Re: [DML] Driving DMC on salted roads
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Re: [DML] Driving DMC on salted roads





Claude I whole heartedly agree.  The best thing is avoiding the underside needing to washed.  It is not as bad in the summer because it is warm enough that it dries faster.  In winter it can be wet a long time.  It is often said that cars that are garaged in  winter due worse than cars left outside since it causes then to freeze/thaw/freeze/thaw/etc.  Never really drying out


cbl302@xxxxxxxxxxxxx wrote , ----On 12/20/2013 10:49 AM ---------------------------:
 

True enough..but left unwashed..it will be far far worse than water forced into the damaged epoxy areas.. at least it removes the chances of the corrosive mixture of salt/magnesium chloride mixing into the areas with the cracked epoxy/bare metal..salt/magnesium chloride CLINGS/coats ONTO every metal part of your car..and if left unwashed will only very very rapidly accelerate the corrosive actions of just water or moisture alone..in particular brake lines/metal gas lines..radiators..condensers..electrical components..etc..

My suggestion garage it and buy a cheap winter beater.

Claude
1024
bric

--- In dmcnews@xxxxxxxxxxxxxxx, Nick Kemp <nkemp1165@...> wrote:
>
> Washing it under high or even low pressure will force water into the
> cracks of the epoxy coating. It will then start or continue the rust
> process even with out salt. Salt only makes it more effective. Water
> alone will result in frame rust if it can get to the metal.
>
> NK
>
>
> cbl302@... wrote , ----On 12/20/2013 10:03 AM
> ---------------------------:
> >
> > Lee..The ONLY way to drive in the salt belt states and protect your
> > Delorean is to Wash the undercarriage either through a car wash that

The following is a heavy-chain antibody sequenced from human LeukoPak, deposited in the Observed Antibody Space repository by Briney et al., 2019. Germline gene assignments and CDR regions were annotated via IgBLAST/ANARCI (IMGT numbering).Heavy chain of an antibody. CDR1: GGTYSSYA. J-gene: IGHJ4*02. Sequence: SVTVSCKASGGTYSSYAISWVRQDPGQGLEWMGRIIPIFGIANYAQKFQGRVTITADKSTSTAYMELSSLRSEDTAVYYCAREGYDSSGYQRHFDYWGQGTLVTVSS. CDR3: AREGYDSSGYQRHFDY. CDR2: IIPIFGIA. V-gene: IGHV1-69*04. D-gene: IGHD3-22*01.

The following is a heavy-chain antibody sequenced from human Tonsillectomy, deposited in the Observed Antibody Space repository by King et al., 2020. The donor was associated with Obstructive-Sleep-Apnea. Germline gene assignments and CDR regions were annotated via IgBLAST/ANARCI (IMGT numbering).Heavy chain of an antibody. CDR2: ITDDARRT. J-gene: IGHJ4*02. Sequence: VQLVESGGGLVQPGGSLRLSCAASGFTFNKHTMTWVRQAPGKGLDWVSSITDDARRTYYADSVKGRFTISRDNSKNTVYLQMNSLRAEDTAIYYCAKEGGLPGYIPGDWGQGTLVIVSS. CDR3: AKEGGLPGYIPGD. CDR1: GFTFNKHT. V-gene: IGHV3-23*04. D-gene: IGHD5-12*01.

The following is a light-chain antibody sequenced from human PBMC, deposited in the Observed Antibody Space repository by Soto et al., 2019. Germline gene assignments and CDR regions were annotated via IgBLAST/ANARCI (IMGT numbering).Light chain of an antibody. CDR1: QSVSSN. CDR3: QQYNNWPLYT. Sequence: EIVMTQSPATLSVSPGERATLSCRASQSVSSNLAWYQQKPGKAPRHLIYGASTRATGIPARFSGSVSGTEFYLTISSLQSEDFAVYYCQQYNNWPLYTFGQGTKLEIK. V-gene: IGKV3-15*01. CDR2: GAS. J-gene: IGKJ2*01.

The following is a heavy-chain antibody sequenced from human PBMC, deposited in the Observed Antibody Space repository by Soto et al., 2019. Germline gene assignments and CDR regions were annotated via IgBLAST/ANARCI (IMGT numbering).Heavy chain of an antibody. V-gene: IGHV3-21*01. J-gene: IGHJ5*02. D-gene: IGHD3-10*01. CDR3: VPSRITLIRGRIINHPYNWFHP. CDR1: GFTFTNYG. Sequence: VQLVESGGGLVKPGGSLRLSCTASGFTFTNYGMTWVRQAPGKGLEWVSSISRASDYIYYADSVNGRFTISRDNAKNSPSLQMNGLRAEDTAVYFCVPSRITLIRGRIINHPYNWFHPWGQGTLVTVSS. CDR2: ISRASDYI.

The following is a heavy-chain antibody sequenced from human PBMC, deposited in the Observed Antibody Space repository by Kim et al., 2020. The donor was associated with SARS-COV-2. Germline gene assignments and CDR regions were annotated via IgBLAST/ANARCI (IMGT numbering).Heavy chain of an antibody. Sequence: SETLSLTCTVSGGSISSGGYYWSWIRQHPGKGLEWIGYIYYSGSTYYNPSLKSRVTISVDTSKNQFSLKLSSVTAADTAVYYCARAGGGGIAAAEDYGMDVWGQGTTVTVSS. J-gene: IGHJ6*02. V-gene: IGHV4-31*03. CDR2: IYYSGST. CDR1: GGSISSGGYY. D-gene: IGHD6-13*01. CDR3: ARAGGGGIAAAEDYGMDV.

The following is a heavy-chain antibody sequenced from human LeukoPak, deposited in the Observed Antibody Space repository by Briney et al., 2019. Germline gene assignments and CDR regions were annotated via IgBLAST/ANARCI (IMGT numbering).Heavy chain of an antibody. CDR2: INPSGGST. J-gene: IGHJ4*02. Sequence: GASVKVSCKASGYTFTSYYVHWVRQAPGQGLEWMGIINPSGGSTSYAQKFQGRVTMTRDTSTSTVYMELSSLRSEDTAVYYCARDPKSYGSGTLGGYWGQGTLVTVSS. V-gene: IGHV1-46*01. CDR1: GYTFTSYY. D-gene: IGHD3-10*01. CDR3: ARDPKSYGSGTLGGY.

> > specializes in washing the whole car plus the undercarriage under high
> > pressure..and BTW you MUST do this after every drive through harsh
> > winter weather, when the roads are clear and dry..otherwise as soon as
> > you hit the streets you are respraying the corrosive salts all over
> > your undercarriage.
> >
> > Also beware the New stuff that is now used instead of salt/sand
> > mixture on the winter roads (the Liquid Spray magnesium chloride is
> > more corrosive to metal under wet conditions.)It will EASILY eat away
> > at your brake lines/gas lines..and we all know the end results if that
> > happens.
> >
> > Watch this video and then think twice about driving any good car in
> > the winter weather...
> >
> > http://www.wfsb.com/story/23874231/mechanics-blame-winter-road-treatment-for-damage-to-cars
> >
> > Here in Connecticut we buy cheap "winter beaters" and let those
> > vehicles take the punishment of the corrosive winters..
> >
> > Claude
> > 1024
> > Bric
> > and never seen winter weather(or rain)
> > and always garaged and covered
> > in 33yrs of ownership
> >
> > --- In dmcnews@xxxxxxxxxxxxxxx, <katduck23@> wrote:
> > >
> > > Hi Folks!
> > >
> > >
> > > I'm (very) new to the group, and doing my best to soak up as much
> > know-how as I can.
> > >
> > >
> > > Would a sacrificial anode help with this situation? I seem to
> > remember a car-maker using them in the past, but I can't recall which one.
> > >
> > >
> > >
> > http://chemwiki.ucdavis.edu/Analytical_Chemistry/Electrochemistry/Case_Studies/Corrosion/Sacrificial_Anode
> > http://chemwiki.ucdavis.edu/Analytical_Chemistry/Electrochemistry/Case_Studies/Corrosion/Sacrificial_Anode
> > >
> > >
> > >
> > > If this works as I (in my non-technical level of comprehension)
> > understand, then the current is carried to the zinc anode, which
> > proceeds to do the rusting (oxidizing) before the iron would. I
> > suppose you would need to make sure that all the rust-able pieces have
> > connectivity. Does someone here have more info on this possibility?
> > >
> > >
> > > I would much rather clip one or two of these somewhere on the
> > undercarriage and replace them now and then.than confine my (someday)
> > DMC-12 to the New England driving season.
> > >
> > >
> > > Lee D>
> > >
> > >
> > > VIN #tbd
> > >
> >
> >
>




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